Springfield, MO

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Health Care Outlook: Jon Swope

Mercy Springfield Communities and Mercy Central Communities President

Posted online

With nearly four decades of experience with Mercy, Jon Swope has accrued a wealth of knowledge in the health care industry. He recognizes the challenges it faces now and the need to face them head on.

2019 Projection: As the population ages, utilization of both outpatient services and inpatient care will continue to rise, as investment in telemedicine and virtual care will remain a key component in patient treatment.

SBJ: Are there still challenges to fill positions in the industry? If so, what’s being done to address them?
Swope: I think the two areas that almost every health system would talk about would be primary care physicians and nursing.

On the nursing front, speaking for Mercy, in all our communities we’re working with the local nursing schools to try and provide support, whether that’s through clinical rotations and allowing student nurses to have experience, along with scholarships for nurses.

With physicians, we’re doing the same thing. It’s harder, legislatively, to get funding to expand the number of physicians that go through medical school and then through residency programs.

SBJ: How would you describe the current climate of the industry?
Swope: The climate from an economic view is one that is challenged. We continue to need some form of health care reform and it’s not materialized yet. Economically, rural health care is really struggling. Larger, more urban areas are doing better than rural health care. But economically, we’re seeing a lot of challenges simply because of the reduced amount of reimbursements we’re receiving from both the federal and state governments through Medicaid programs, etc. Of course, in Missouri, there’s a lot of Medicaid expansion.

SBJ: It appears there is a concerted push to reach more rural areas around Springfield with new clinics and hospitals coming online or scheduled to be built in the near future. Is this a trend that will continue for 2019 and beyond?
Swope: Absolutely, I think it is. The reality is as we see the population aging, at Mercy, one of the things we’re really focused on is trying to provide care as close to where our patients live as we can. So, the strategic decision we made to open a pretty robust clinic in Branson was to be as close to where those patients are as we can. We’re doing the same thing in Bolivar. We’re trying to reach out to rural communities and keep those patients from having to drive a significant distance to get to health care.

SBJ: Mercy recently partnered with Burrell Behavioral Health for providing mental health services. Why are mental health services so vital at this time?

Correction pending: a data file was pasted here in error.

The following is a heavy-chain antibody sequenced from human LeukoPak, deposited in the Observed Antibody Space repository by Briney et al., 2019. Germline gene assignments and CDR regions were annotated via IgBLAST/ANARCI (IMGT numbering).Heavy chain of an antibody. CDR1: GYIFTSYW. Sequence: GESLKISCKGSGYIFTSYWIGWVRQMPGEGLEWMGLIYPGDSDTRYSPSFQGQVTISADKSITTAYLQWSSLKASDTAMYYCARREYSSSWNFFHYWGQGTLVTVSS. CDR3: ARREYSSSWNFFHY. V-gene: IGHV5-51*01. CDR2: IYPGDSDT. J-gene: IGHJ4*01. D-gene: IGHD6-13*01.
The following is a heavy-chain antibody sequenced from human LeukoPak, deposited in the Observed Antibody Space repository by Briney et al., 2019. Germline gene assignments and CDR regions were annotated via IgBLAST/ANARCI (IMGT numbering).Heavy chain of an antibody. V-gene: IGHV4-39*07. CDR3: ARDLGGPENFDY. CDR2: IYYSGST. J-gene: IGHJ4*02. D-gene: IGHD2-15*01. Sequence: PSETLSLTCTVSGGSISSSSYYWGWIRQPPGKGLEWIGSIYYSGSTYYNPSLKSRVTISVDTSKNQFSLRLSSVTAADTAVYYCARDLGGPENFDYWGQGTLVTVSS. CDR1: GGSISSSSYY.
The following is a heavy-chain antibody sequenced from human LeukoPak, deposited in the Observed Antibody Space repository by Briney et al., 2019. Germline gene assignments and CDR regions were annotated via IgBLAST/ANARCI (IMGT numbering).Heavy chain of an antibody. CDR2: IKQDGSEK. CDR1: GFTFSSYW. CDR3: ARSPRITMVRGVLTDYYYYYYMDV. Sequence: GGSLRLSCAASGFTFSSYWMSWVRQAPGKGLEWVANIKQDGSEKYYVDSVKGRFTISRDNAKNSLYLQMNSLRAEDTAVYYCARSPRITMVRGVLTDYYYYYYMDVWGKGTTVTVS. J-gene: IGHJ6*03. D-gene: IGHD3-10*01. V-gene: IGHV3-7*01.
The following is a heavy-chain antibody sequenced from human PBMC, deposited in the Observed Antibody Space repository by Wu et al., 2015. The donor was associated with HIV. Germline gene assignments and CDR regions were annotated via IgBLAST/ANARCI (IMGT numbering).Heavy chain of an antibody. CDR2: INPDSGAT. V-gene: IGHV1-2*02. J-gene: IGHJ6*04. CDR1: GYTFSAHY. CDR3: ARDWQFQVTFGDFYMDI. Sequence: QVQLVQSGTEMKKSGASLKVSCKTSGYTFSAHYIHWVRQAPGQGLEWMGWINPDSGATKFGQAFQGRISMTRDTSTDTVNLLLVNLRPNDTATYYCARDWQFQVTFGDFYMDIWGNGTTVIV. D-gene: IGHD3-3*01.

Swope: There’s so many different opinions why mental illnesses and mental health problems are growing at the rate they are. The reality is the incidents are drug abuse, drug addiction. The growth that we’re seeing in our emergency rooms and behavioral health centers, it’s just overwhelming for our caregivers at times.

The cool part about our relationship with Burrell is rather than Mercy trying to just go and do its own thing, which we’ve historically done, we were able to connect with a community partner and really work together. It’s something that we’re going to have to really work together on as a community.
SBJ: What could disrupt the industry?
Swope: The thing that all of us in health care worry the most about is Congress’ inability to come to an agreement on health reform. Without recognition that the Affordable Care Act needs to be revised or redone, we’re seeing more and more patients across the country. The exchanges that were a part of providing care through the Affordable Care Act are going away; the insurance companies are losing money. In southwest Missouri, I think we’re down to, in some counties, no opportunity to enroll. Most everywhere else in southwest Missouri I think you only have one provider you can enroll in. The reality is that we’re all seeing more and more people who desperately need health care but simply don’t have any insurance and they don’t have the ability to pay. If there isn’t a viable solution to health reform, a lot of the things that we’re able to do – like some of the wonderful innovations in virtual care, the need to expand primary care and address mental health – is going to become financially challenging for all of us.


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